Without going into all the details, it was a huge boon to corporate interests and provided some relief to homeowners. Once Prop 13 was enacted public education took a huge hit and the state has lost out on billions of dollars in uncollected tax revenues from commercial interests.
The way to amend Prop 13 is to create what we call a split-roll tax initiative that protects individual homeowners while properly assessing commercial property. But there must be ongoing work done to educate the electorate, to prepare and inoculate people prior to an election, because there will be huge money to defeat any progressive reform.
The CFT has been working to put an initiative before the voters in November that would make it a simple majority, rather than a two-thirds majority, of the legislature to adopt a budget. While it doesn’t speak to the revenue issue that would be an important step in restoring the notion of democracy in Sacramento.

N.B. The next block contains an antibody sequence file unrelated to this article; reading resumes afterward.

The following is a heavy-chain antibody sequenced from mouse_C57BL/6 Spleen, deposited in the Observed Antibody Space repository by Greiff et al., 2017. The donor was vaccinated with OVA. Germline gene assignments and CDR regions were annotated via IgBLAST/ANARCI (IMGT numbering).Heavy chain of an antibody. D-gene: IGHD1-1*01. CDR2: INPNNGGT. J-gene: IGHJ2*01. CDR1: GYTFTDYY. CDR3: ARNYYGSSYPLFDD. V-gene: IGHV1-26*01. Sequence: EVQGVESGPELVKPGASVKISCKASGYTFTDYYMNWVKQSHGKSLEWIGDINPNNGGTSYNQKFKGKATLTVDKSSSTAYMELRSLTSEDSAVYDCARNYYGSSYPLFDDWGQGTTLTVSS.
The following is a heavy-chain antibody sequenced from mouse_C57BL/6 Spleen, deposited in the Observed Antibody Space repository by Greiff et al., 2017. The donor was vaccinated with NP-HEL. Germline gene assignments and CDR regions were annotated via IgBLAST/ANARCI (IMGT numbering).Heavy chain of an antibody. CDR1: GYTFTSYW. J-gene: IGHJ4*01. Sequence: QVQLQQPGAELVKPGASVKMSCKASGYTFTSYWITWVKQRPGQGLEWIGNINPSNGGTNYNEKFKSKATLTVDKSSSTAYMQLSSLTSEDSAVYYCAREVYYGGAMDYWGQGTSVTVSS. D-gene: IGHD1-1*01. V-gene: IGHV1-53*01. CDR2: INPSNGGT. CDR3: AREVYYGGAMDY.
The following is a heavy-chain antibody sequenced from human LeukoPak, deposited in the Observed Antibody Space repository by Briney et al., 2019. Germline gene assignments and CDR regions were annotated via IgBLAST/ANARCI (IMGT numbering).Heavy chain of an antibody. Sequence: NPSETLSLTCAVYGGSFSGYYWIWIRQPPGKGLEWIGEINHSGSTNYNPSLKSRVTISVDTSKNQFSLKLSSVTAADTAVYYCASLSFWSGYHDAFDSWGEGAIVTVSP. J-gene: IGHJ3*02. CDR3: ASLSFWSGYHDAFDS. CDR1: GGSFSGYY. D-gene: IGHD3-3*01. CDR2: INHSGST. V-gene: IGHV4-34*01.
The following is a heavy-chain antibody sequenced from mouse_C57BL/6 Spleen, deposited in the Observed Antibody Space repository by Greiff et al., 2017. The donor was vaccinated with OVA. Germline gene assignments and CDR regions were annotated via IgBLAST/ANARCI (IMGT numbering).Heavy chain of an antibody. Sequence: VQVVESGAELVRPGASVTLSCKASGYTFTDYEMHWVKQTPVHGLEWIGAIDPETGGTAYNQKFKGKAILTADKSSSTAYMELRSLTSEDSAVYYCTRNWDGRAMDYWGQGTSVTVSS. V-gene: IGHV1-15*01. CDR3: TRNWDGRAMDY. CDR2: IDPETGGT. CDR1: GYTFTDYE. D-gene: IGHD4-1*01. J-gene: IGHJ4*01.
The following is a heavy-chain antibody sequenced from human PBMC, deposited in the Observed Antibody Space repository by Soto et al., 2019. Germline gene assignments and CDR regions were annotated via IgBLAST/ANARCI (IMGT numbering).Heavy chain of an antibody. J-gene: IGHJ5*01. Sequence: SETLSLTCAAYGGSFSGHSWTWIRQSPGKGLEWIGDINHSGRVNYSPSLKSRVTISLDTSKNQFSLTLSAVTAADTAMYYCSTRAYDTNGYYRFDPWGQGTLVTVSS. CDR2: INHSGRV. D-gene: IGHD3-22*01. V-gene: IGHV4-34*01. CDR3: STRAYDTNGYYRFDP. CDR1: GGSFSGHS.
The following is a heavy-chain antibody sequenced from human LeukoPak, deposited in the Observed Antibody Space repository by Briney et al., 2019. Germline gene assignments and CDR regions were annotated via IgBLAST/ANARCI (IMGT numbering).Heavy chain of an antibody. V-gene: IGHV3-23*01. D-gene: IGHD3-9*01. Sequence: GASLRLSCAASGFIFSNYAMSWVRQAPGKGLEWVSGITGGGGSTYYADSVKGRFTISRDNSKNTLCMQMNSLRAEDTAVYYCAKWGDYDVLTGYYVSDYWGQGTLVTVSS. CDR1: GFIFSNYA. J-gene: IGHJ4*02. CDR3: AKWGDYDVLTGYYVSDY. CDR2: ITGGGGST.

ATC: How do teachers and unions in California view the agenda of president Obama and education secretary Arne Duncan, with the “race to the top” and “teacher accountability” mantras, expanding charter schools and so forth?
JP: There is a great deal of dissatisfaction with the Obama administration’s education plan, which has been able to move the Bush agenda on public education but in a more effective manner. Unfortunately it mirrors what happened during the Clinton years with “welfare reform.”
Obama’s commitment to pushing market reforms within the public education arena is incredibly destructive on many levels. Ironically Diane Ravitch, a former advisor to the first Bush administration and at one time a proponent of these kinds of reforms, has become a powerful voice in challenging these changes.
In Los Angeles we have been at the center of these attacks but I think we are beginning to see a shift at least around the charter school question. Again, we will have to organize around a vision of public education that is very different than the one being promoted by most of our political leaders.
ATC 146, May-June 2010